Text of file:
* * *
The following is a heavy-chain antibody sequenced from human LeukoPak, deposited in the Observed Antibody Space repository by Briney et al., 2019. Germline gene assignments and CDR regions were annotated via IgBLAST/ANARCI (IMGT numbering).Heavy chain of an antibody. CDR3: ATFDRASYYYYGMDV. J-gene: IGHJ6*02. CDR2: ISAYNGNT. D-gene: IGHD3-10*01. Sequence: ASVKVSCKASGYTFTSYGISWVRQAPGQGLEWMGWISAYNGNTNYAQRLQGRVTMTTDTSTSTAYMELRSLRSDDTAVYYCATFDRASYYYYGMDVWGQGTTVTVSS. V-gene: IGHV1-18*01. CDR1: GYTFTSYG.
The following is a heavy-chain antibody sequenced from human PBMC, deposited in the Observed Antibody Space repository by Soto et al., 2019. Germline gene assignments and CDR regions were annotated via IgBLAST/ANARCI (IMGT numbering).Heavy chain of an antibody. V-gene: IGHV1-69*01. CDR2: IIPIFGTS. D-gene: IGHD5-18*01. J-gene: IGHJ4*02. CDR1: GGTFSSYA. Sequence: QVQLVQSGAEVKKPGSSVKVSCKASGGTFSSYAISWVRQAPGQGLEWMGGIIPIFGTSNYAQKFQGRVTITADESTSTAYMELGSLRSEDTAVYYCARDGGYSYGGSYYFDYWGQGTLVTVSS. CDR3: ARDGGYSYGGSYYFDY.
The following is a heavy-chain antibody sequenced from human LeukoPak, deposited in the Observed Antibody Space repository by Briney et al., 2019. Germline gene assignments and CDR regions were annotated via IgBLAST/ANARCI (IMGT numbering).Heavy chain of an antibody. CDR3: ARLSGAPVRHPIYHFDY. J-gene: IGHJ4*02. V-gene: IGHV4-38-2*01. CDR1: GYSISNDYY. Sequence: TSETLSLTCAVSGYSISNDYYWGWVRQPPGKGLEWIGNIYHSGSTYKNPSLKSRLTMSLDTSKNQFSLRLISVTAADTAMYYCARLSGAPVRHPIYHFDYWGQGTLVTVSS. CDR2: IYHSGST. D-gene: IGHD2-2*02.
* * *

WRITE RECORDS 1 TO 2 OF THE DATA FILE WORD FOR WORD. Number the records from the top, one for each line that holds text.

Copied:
The following is a heavy-chain antibody sequenced from human LeukoPak, deposited in the Observed Antibody Space repository by Briney et al., 2019. Germline gene assignments and CDR regions were annotated via IgBLAST/ANARCI (IMGT numbering).Heavy chain of an antibody. CDR3: ATFDRASYYYYGMDV. J-gene: IGHJ6*02. CDR2: ISAYNGNT. D-gene: IGHD3-10*01. Sequence: ASVKVSCKASGYTFTSYGISWVRQAPGQGLEWMGWISAYNGNTNYAQRLQGRVTMTTDTSTSTAYMELRSLRSDDTAVYYCATFDRASYYYYGMDVWGQGTTVTVSS. V-gene: IGHV1-18*01. CDR1: GYTFTSYG.
The following is a heavy-chain antibody sequenced from human PBMC, deposited in the Observed Antibody Space repository by Soto et al., 2019. Germline gene assignments and CDR regions were annotated via IgBLAST/ANARCI (IMGT numbering).Heavy chain of an antibody. V-gene: IGHV1-69*01. CDR2: IIPIFGTS. D-gene: IGHD5-18*01. J-gene: IGHJ4*02. CDR1: GGTFSSYA. Sequence: QVQLVQSGAEVKKPGSSVKVSCKASGGTFSSYAISWVRQAPGQGLEWMGGIIPIFGTSNYAQKFQGRVTITADESTSTAYMELGSLRSEDTAVYYCARDGGYSYGGSYYFDYWGQGTLVTVSS. CDR3: ARDGGYSYGGSYYFDY.